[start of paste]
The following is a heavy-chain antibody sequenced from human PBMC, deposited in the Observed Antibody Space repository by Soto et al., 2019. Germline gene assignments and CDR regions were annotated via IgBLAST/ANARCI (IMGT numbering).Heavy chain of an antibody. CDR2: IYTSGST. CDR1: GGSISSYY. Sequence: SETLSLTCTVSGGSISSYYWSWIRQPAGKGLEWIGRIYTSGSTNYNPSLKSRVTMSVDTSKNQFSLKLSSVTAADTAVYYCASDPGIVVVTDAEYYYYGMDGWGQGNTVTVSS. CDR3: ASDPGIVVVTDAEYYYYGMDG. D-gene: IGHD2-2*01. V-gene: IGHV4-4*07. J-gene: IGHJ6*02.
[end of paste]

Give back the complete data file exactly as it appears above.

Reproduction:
The following is a heavy-chain antibody sequenced from human PBMC, deposited in the Observed Antibody Space repository by Soto et al., 2019. Germline gene assignments and CDR regions were annotated via IgBLAST/ANARCI (IMGT numbering).Heavy chain of an antibody. CDR2: IYTSGST. CDR1: GGSISSYY. Sequence: SETLSLTCTVSGGSISSYYWSWIRQPAGKGLEWIGRIYTSGSTNYNPSLKSRVTMSVDTSKNQFSLKLSSVTAADTAVYYCASDPGIVVVTDAEYYYYGMDGWGQGNTVTVSS. CDR3: ASDPGIVVVTDAEYYYYGMDG. D-gene: IGHD2-2*01. V-gene: IGHV4-4*07. J-gene: IGHJ6*02.